What: Rafael Nadal, 17 years and 80 career singles titles after his 2001 debut, transcends both the Spanish and English speaking world.
Why it matters: Nadal has found unparalleled success in the marketing arena as well, with a wide variety of sponsors, comfortably across languages and countries.
The US Open (@usopen) has been a global event that draws close to 800,000 fans each year and becomes a global brand that is much more than just a tennis tournament in New York that rings Labor Day weekend every late summer.
Into that global mix, especially since the last American male to win the event was Andy Roddick (@theARFoundation) in 2003, is a kaleidoscope of international athletes all with their own appeal not just in New York but across America, and perhaps no bigger draw for brands is Spain’s Rafa Nadal (@RafaelNadal). More than Roger Federer or Novak Djokovic, or even rising Americans like John Isner? Yes, Nadal. More than Argentinian and former US Open Champion Juan Martin del Potro? For sure. But why is Nadal’s sponsorship value, which according to Forbes, is in excess of US $27 million, so high, and how does it transcend both the Spanish speaking and Anglo world of tennis in America?
The easiest answer is style and grit. “For a game that is very much built on decorum and tradition, Rafa is fearless, and fans of any language and background love that,” said Randy Walker (@TennisPublisher ), a longtime tennis insider and publisher of many books on the sport, as well as the website World Tennis. “His attributes, overcoming injury, surmounting huge leads, and showing his emotions need no language and they are what anyone who loves spirit can appreciate.”
…[T]hat translates well to all kinds of brands looking for a crossover cultural and athletic connection.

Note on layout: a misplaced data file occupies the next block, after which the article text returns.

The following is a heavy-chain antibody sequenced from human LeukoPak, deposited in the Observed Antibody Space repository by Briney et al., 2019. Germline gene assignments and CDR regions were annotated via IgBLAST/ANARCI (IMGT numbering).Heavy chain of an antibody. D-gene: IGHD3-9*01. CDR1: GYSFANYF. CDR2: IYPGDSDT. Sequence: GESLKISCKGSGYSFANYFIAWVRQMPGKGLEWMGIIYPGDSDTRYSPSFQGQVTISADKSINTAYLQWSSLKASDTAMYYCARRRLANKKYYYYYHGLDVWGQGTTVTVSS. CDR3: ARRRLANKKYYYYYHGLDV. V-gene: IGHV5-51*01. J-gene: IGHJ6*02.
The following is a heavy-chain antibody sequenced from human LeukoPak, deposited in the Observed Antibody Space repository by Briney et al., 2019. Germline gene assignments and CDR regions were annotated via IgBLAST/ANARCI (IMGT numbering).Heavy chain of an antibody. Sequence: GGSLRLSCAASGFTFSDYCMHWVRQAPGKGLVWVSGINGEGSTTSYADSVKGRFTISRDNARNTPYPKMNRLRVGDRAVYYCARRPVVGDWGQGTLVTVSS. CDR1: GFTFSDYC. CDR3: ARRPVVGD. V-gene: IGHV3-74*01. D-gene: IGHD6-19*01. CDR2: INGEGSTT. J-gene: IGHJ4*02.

Nadal’s portfolio is led by Nike (@Nike), who has had him on their handpicked tennis roster since 2008 and has built global campaigns around his stylish appearance for several years. Kia Motors (@Kia_Motors), another global disruptive brand, has worked with him since 2004 and has extended his partnership to 2020. Tommy Hilfiger (@TommyHilfiger) made Nadal a global ambassador in 2014 and he has been one of their centerpiece personalities since then.
There are regional brands like Telefónica (@Telefonica) who use Nadal as a global ambassador in key regions like Europe, Asia, and Central, and South America, Banco Sabadell, watchmaker Richard Mille and Babolat, who has had a longstanding relationship with him around the world as well.
Latinos, especially affluent, upwardly mobile and digital-first millennials, continue to crave culture and tradition while embracing that’s where Nadal fits the equation so well. He is Spanish language and manner first, but he fits well into a generation that loves style and flamboyance, which translates across the Atlantic and across cultures. Oh yes, and he wins, as he has done on the blue courts of the Billie Jean King USTA National Tennis Center three times, including last September. However, even without the wins, Nadal’s brand and style fit better with the casual consumer than almost any other tennis player today, this side of Serena Williams or the now aging Federer. It comes down to culture.
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“You see the cultural connections, especially for Latino players, every time they come to the Open,” Walker added. “I remember when Andrés Gómez played and did so well at the Open, all the Ecuadorians rich and not so rich would come out and support him with everything from flags to pots and pans,” Walker added. “The same happened with Gustavo Kuerten and the Brazilian fans and even this year in qualifying when veteran Dominican player Victor Estrella Burgos almost made the main draw. Their support transcends cultures and is infectious for the sport, and that translates well to all kinds of brands looking for a crossover cultural and athletic connection.”
While the USTA searches far and wide for its next male champion and invests millions into grassroots programs at getting Latinos involved and active in tennis across the country, their ability to capture, which has not yet really happened, a Spanish speaking ambassador to further expand the reach of the Open is right in their midst. Rafael Nadal is edgy, gritty, flamboyant, telegenic and athletic, traits which speak volumes to brands, and he has gotten to make that connection to millions around the world.
His brand and his partners are perhaps the best next step to cross a cultural divide for the game of love, and there is no better place to keep that relationship going than Flushing Meadows. Regardless of the outcome in the rest of the fortnight, Nadal the ambassador has done his job, on and off the court.